New Jersey's public employee unions are starting to fight back by doing what working people should have been doing in this country for years. They are taking it to the streets. The teachers were in Trenton last week; today, it was the police and fire unions. Who's next?
As glad as I am to see them take to the street, we have to face the fact that these rallies lack the unity and sense of larger purpose that the Wisconsin fight has had. Workers in the Badger state face the prospect of being stripped of bargaining rights, even after giving the governor every concession he has requested. The issue there is the basic right to organize and act collectively.
Here the talk is about saving pensions and medical benefits and preventing layoffs -- worthy goals -- but not necessarily ones that will connect with the larger swath of put-upon workers in the state. And not necessarily ones that will shift public opinion.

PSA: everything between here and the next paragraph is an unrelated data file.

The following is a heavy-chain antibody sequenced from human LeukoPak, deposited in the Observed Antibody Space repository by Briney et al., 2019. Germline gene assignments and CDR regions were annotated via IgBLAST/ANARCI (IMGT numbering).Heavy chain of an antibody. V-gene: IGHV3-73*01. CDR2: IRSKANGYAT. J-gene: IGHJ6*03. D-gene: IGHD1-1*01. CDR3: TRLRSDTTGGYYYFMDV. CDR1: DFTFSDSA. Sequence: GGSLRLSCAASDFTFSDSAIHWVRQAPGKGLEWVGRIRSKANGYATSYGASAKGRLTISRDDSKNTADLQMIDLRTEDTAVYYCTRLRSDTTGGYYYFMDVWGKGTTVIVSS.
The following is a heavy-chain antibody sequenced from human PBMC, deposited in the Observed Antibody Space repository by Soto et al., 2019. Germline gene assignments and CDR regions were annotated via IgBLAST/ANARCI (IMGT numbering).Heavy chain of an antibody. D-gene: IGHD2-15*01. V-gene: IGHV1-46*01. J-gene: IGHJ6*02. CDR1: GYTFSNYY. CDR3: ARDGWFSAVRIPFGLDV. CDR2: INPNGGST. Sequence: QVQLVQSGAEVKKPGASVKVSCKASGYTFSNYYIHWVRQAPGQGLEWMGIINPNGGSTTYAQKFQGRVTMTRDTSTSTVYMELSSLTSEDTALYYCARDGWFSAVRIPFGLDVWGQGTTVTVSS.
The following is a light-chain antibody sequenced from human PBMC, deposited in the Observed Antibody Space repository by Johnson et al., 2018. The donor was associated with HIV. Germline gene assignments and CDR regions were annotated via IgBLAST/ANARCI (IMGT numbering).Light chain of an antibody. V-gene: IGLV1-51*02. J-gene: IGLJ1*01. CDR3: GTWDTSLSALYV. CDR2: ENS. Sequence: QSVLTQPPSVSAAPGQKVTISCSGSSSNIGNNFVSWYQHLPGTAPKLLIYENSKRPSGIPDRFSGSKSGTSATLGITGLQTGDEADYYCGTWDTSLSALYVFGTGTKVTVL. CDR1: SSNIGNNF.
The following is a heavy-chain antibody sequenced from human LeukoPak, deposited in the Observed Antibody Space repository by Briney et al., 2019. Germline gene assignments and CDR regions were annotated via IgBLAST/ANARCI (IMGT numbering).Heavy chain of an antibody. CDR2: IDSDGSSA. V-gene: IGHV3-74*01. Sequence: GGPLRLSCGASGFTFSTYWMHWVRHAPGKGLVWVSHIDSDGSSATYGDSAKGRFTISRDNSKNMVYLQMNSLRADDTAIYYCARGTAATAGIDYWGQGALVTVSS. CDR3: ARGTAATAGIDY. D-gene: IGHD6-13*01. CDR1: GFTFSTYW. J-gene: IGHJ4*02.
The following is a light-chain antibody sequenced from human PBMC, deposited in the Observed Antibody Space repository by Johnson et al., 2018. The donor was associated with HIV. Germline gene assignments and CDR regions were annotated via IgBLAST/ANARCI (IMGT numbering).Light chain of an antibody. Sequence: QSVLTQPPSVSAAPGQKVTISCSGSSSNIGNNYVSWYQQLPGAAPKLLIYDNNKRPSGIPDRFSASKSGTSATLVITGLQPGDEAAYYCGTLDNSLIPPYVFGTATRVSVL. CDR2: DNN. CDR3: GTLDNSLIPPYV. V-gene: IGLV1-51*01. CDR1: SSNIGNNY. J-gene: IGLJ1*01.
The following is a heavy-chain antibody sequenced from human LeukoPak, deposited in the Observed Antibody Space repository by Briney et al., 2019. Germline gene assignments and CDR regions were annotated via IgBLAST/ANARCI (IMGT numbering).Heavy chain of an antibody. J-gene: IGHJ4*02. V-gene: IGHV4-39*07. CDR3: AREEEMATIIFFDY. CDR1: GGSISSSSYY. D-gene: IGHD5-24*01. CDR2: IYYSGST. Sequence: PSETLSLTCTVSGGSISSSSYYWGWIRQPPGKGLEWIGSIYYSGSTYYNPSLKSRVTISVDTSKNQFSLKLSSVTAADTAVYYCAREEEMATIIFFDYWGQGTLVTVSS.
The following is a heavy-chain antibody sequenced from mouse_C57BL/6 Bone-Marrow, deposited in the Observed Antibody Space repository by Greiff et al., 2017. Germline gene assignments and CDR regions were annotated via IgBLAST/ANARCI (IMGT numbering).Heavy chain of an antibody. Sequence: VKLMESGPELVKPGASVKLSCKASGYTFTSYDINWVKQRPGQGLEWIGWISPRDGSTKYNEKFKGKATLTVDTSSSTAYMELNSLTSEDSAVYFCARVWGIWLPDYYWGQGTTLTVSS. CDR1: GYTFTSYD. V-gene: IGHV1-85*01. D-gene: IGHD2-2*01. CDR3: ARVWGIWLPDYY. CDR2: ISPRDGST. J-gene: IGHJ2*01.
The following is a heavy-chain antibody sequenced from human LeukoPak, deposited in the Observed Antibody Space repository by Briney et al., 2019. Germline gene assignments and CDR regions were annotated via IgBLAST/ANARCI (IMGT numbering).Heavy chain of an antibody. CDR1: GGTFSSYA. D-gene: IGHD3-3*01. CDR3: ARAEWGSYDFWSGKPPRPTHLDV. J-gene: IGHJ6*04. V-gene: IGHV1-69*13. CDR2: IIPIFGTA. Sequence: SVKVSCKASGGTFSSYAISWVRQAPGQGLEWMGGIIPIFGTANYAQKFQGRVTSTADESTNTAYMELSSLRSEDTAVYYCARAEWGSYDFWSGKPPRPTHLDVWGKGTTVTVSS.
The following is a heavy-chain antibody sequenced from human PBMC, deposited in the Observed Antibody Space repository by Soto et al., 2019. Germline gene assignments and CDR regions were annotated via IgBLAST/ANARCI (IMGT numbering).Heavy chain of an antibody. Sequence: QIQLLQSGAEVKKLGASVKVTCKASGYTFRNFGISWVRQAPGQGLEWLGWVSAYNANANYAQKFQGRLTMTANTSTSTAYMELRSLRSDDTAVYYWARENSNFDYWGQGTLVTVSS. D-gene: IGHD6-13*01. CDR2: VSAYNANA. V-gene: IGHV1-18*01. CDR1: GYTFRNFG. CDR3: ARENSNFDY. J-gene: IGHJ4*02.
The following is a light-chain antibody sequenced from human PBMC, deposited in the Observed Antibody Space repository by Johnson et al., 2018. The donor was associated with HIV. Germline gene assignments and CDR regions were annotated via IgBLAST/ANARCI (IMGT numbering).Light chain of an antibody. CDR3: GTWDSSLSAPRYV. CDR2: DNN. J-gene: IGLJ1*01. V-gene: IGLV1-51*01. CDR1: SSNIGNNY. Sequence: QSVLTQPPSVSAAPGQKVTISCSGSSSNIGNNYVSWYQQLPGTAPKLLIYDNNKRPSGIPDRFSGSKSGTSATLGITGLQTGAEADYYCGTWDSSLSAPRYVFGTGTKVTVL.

The teachers, firefighters, police and other public workers need to rally together over several days and they need to frame their demands as more than just protecting what the public has come to see as their cushy benefits.
The issue is the final assault on the compact that has governed American working live for 60 or so years, but that has been eroding for the last three decades. The collapse of the private-sector union movement, the labor movements disconnection from the larger social movements of its day (think of the bulk of unionists on Vietnam, civil rights, women's rights, gay rights, etc.) and the general assault with government help by corporate America and presidents and Congresses of both parties has left the public-sector unions as the only strong unions in the nation.
The public-sector workers need to reconnect to workers at large, find a way to cut past the jealousy that has far too many New Jersey residents saying "take away their benefits." That kind of demand is short-sighted and will only continue the race to the bottom on wages and benefits that has American workers earning, at best, what they were earning 10 years ago, while the top one-tenth of 1 percent of earners -- about 300,000 Americans -- saw their wages more than triple.
Public-sector unions are not the problem. The problem is the lack of private-sector unionization and a legal structure that is decidedly hostile toward union building.
This is the argument they should be leading with: Stand with us now and we will stand with you later as you fight to revive the working and middle classes.
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